Of course, there are legitimate concerns with wind that must be addressed, but with today’s wind farms, they can be. For example, like all sources of electricity generation, wind turbines do have a real impact on wildlife, mainly birds and bats, who can fly into the turbines. However, the National Audubon Society, a group focused on conservation and bird protection, “strongly supports” wind development. They point out that the threat to birds from wind turbines is rather insignificant compared to the threat of climate change and deforestation caused by other sources of energy. They stress that wind farms must be properly sited in order to reduce harm to birds, and that the wind industry must continue to work with conservationists to come up with new methods to limit the turbines effects on birds. Similarly, the NRDC and other organizations worked closely with Deepwater Wind, the company behind the offshore wind farm in Block Island, to ensure that the turbines did not harm endangered whales or other sensitive marine ecosystems. As much of the current offshore wind development is in the Northeast, where many endangered species of whales live, offshore wind companies must make sure that they follow the protective measures put in place for the Block Island Wind Farm.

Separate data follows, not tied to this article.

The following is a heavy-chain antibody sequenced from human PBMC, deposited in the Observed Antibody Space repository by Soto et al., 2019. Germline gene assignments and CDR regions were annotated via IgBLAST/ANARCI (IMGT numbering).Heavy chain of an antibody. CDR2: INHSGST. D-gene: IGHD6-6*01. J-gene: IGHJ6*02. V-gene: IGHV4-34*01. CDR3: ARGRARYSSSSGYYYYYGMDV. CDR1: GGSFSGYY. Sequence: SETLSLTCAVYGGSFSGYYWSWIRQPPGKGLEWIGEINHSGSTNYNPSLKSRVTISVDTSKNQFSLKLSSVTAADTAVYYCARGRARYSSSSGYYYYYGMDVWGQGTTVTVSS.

Block Harbor wind farm. Photo: Deepwater Wind